This week's passing into law of Australia's Migration and Maritime Powers Legislation Amendment Act, which comes on the heels of a year of tightened border controls and refugee intake policy changes, could chill regional cooperation.
We have all lost in this fight. There are no winners, and with the announcement, pained feelings we have carried for five decades come to the surface.
Harsh winter weather is fast approaching in the Middle East. If the member states of the United Nations don't do something soon, the world's failure to deal with the catastrophe that is spilling out of Syria's civil war, could soon reach historic proportions.
In villages and towns across Suruc district, in south-eastern Turkey, there's almost nowhere you can travel these days without encountering a Syrian refugee.
It is a tale of loss and hope told in pictures by children whose lives have been forever altered by war, and it was laid out for everyone to see.
Every day that the Syrian conflict is allowed to continue, the world fails the people of Syria and the future of the Middle East. Yet this is not where the story ends, if one listens to the youth.
Today, around 30,000 Yazidis are living in makeshift shelters and camps in Turkey and Kurdish areas of northern Iraq struggling for help, mostly out of the news headlines.
Let there be light. This sentiment, often attributed to the deities, or pioneers in the fields of electricity and light bulbs, signifies that light shall cast the darkness aside. In Rwanda, some folks with solar lamps and some very good ideas have literally made this possible for people in need.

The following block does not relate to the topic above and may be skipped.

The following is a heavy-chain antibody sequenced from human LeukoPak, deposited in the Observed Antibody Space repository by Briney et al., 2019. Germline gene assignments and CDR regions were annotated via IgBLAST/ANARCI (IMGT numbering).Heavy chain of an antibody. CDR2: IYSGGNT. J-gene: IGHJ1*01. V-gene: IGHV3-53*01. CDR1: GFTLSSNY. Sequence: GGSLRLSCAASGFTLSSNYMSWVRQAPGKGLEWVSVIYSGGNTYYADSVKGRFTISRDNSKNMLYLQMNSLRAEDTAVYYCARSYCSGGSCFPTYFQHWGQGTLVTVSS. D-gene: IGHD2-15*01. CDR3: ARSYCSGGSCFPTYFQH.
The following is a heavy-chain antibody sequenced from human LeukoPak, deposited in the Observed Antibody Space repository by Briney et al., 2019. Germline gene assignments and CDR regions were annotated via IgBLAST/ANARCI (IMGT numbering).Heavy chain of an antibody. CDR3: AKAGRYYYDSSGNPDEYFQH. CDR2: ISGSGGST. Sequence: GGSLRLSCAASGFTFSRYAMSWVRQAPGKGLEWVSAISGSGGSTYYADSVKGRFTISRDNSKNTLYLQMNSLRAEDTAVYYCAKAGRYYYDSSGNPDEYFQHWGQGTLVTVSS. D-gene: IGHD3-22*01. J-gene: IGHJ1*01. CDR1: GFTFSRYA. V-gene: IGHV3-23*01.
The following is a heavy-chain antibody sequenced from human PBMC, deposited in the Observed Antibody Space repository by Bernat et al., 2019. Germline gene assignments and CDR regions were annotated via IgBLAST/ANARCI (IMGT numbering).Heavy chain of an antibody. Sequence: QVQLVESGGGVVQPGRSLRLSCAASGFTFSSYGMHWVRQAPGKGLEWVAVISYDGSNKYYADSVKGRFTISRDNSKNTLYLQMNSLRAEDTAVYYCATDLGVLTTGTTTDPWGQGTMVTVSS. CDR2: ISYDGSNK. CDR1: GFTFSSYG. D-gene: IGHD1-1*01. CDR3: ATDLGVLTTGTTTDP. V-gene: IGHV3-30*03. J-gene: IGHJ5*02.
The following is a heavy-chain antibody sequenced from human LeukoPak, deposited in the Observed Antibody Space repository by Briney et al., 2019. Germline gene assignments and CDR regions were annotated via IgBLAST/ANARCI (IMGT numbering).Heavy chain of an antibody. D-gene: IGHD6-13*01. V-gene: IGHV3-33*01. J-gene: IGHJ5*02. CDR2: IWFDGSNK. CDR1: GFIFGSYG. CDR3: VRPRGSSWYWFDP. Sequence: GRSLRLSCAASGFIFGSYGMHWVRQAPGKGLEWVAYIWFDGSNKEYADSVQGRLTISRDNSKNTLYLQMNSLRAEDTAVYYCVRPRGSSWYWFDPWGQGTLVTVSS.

Worlds away from home, Amr can only ponder his past in the city of Damascus. He had left to receive his education and to one day become an engineer. Amr hopes to build and create, paralleling his hopes for Syria's future. Surely, someday, Syria will need rebuilding.
On this Giving Tuesday, where charity is a priority for all of us who have shelter, health and peace, we all must act on behalf of the 51 million.
Victims of domestic abuse deserve international protection, and hopefully with more pressure to reform the refugee system and more funding being placed in NGOs, they can receive it.
For a company that has only been in existence about two years Beats, Rhymes and Relief is making a huge mark on this world.
As the information revolution continues to redistribute power from centralized hierarchies to individuals and communities, the impact of this redistribution is often unpredictable.
I traveled to Reyahnli with the Karam Foundation, a non-profit aid organization founded in 2007 and operating in Turkey and Syria. For the last year, Karam has engaged with the Salam school to provide its young students with a physical therapy and wellness program.
Living right by the beach in Southern California, I hear the word "radical" quite often. Sometime, since it's such a long word, it gets cut down to the even cooler three letters, "rad."
"This is a prison," says Peter Malek, pointing to the razor-wire topped mud barrier which marks the perimeter of the camp that has been his home since he was forced to flee his home village nine months ago. "If I go outside those walls, I could easily be killed."